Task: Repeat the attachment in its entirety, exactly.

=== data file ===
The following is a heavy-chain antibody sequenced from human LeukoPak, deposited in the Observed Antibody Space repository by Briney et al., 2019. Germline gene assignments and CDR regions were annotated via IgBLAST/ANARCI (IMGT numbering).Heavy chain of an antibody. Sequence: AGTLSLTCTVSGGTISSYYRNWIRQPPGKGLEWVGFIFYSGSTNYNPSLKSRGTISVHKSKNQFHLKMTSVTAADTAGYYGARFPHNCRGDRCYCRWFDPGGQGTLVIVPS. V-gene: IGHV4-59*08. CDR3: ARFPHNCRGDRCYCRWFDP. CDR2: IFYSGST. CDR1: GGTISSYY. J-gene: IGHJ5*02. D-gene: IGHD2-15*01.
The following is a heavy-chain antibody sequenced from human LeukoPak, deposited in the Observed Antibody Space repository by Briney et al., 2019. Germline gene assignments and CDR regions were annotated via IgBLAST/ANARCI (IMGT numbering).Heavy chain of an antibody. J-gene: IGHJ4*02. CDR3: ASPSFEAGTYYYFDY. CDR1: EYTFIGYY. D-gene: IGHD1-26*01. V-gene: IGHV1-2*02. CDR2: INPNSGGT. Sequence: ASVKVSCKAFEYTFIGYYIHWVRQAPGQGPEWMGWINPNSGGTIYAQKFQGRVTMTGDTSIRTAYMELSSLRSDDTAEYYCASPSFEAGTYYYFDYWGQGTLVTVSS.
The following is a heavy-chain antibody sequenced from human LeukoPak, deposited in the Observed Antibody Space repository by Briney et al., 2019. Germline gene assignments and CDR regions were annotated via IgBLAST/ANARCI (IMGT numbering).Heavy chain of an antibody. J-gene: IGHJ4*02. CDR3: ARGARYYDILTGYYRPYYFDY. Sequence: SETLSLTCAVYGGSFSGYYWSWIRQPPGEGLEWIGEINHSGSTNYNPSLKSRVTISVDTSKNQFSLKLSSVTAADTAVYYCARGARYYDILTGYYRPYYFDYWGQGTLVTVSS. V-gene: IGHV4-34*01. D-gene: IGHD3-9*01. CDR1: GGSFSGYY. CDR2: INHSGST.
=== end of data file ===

The following is a heavy-chain antibody sequenced from human LeukoPak, deposited in the Observed Antibody Space repository by Briney et al., 2019. Germline gene assignments and CDR regions were annotated via IgBLAST/ANARCI (IMGT numbering).Heavy chain of an antibody. Sequence: AGTLSLTCTVSGGTISSYYRNWIRQPPGKGLEWVGFIFYSGSTNYNPSLKSRGTISVHKSKNQFHLKMTSVTAADTAGYYGARFPHNCRGDRCYCRWFDPGGQGTLVIVPS. V-gene: IGHV4-59*08. CDR3: ARFPHNCRGDRCYCRWFDP. CDR2: IFYSGST. CDR1: GGTISSYY. J-gene: IGHJ5*02. D-gene: IGHD2-15*01.
The following is a heavy-chain antibody sequenced from human LeukoPak, deposited in the Observed Antibody Space repository by Briney et al., 2019. Germline gene assignments and CDR regions were annotated via IgBLAST/ANARCI (IMGT numbering).Heavy chain of an antibody. J-gene: IGHJ4*02. CDR3: ASPSFEAGTYYYFDY. CDR1: EYTFIGYY. D-gene: IGHD1-26*01. V-gene: IGHV1-2*02. CDR2: INPNSGGT. Sequence: ASVKVSCKAFEYTFIGYYIHWVRQAPGQGPEWMGWINPNSGGTIYAQKFQGRVTMTGDTSIRTAYMELSSLRSDDTAEYYCASPSFEAGTYYYFDYWGQGTLVTVSS.
The following is a heavy-chain antibody sequenced from human LeukoPak, deposited in the Observed Antibody Space repository by Briney et al., 2019. Germline gene assignments and CDR regions were annotated via IgBLAST/ANARCI (IMGT numbering).Heavy chain of an antibody. J-gene: IGHJ4*02. CDR3: ARGARYYDILTGYYRPYYFDY. Sequence: SETLSLTCAVYGGSFSGYYWSWIRQPPGEGLEWIGEINHSGSTNYNPSLKSRVTISVDTSKNQFSLKLSSVTAADTAVYYCARGARYYDILTGYYRPYYFDYWGQGTLVTVSS. V-gene: IGHV4-34*01. D-gene: IGHD3-9*01. CDR1: GGSFSGYY. CDR2: INHSGST.